Review by Nathan Hopp
It is the Meiji era in Japan. In a small town called Furusato, an older tanuki named Jiroh Kaze is establishing his new business in the red-light district. It is called a kagema, or a brothel that specializes in servicing men who have sex with other men. As he struggles to think of a name, a surprise arrives at his doorstep one rainy day in the form of a baby blue rabbit left abandoned by his mother. Jiroh takes pity on the orphaned baby and names his adopted son ‘Ameya’, subsequently naming his kagema the ‘Ameyashiki’.
Twenty years later, the Ameyashiki has become a thriving business, while Ameya has grown up into a kind and friendly, yet lonesome bunny who hates how he is treated by Furusato’s residents, most of whom look down on the lad for his assumed homosexuality. He cannot even form friendships with others his age out of fear of being bullied—this despite the fact Ameya only cleans up messy rooms and assists the dozen other Ameyashiki workers who have become close family to the blue bunny.
However, this all changes one day when he accidentally encounters a red she-wolf his age in a hilariously anime-like manner. Her name is Haru, and she moved into Furusato with her adopted porcupine father—Takumi, a former ninja assassin—in order to open up a family-run sushi restaurant. The rest of the book becomes a historical slice-of-life journey following Ameya’s life as he tries to find the bravery to explain his adopted father’s business to the wolf girl, forms a unique relationship with her, gradually learns about the scarred backstories of his adopted Ameyashiki brothers, and the looming threat of a local yakuza boss who is threatening both the kagema and Haru’s father’s sushi shop.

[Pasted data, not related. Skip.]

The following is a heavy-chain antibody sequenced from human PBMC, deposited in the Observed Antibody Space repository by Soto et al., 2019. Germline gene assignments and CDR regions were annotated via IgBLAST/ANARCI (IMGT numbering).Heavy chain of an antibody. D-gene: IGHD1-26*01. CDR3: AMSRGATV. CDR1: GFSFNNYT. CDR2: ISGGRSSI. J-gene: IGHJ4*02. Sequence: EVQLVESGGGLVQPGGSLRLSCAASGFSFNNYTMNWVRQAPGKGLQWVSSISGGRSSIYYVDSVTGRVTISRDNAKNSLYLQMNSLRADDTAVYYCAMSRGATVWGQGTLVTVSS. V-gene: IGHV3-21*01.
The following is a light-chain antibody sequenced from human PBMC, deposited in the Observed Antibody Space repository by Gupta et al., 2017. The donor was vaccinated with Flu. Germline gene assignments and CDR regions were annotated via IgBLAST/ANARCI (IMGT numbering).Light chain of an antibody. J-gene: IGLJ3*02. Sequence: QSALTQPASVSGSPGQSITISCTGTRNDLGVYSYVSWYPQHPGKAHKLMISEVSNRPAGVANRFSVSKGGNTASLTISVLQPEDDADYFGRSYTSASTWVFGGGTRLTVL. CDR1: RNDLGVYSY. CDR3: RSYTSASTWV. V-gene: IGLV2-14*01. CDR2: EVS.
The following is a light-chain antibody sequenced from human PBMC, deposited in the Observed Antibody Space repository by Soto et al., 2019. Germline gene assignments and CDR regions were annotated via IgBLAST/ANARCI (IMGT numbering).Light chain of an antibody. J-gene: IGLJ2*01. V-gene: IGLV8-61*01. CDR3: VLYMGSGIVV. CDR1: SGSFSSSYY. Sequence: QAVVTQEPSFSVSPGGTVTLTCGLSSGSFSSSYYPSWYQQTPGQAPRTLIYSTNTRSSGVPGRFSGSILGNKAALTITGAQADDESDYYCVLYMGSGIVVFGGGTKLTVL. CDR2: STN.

Here are two historical tidbits to keep in mind when reading Kageichi Kagi’s debut novel, “Change in the Midnight Rain”: Before the Meiji Restoration, most of the Empire of Japan was de facto ruled by various feudal warlords who hired honorable samurai to protect their lands. However, to make a long story short, their services were no longer needed once the new emperor assumed the throne, which meant that samurai and ninja like Takumi had become the equivalent of wartime veterans who couldn’t return to the battlefield despite wanting to.
Second, and most importantly, homosexuality throughout Meiji-era Japan (basically, from the late 1800s to 1912) was very much tolerated amongst commoners. Not accepted or rejected but tolerated. Samurai were sometimes even known to have male apprentices who also served as their lovers. Male prostitution also didn’t have as much of a legal stigma. Of course, these social attitudes started to gradually change the more Western influences and philosophy remained in Japan, but this tolerance was very noticeable throughout the reign of Emperor Meiji.
Even without already knowing such historical facts ahead of time, “Change in the Midnight Rain” provides a neat perspective of its world through the rare lens of a location in Japan not as explored as often. Not too many anime out there will focus on the wholesome exploits of a gay brothel, will they?
The Ameyashiki itself feels like its own enriched character with a friendly, accommodating atmosphere, serving as a sanctuary for its workers who want to let go of their tragic pasts, and the customers who want to either experience male companionship, or simply fulfill the carnal desires only a kagema can sate.
Everyone within the story feels real. They sound like memorably genuine people who lived in that period of history. Ameya himself is a very identifiable and likable protagonist. He does love Jiroh and the workers who serve as older brother and even mother figures to him. However, the reader easily sympathizes towards him for the way Furusato treats him as ‘the kagema brat’, which is why the bunny’s hesitation about telling Haru everything about his ‘family’, while selfish, is still very understandable (try casually telling a new friend, “My Dad owns a gay brothel that I grew up in.”). One other unique element about Ameya is his openness towards sexuality, specifically his preference for both men and women that could have been explored further.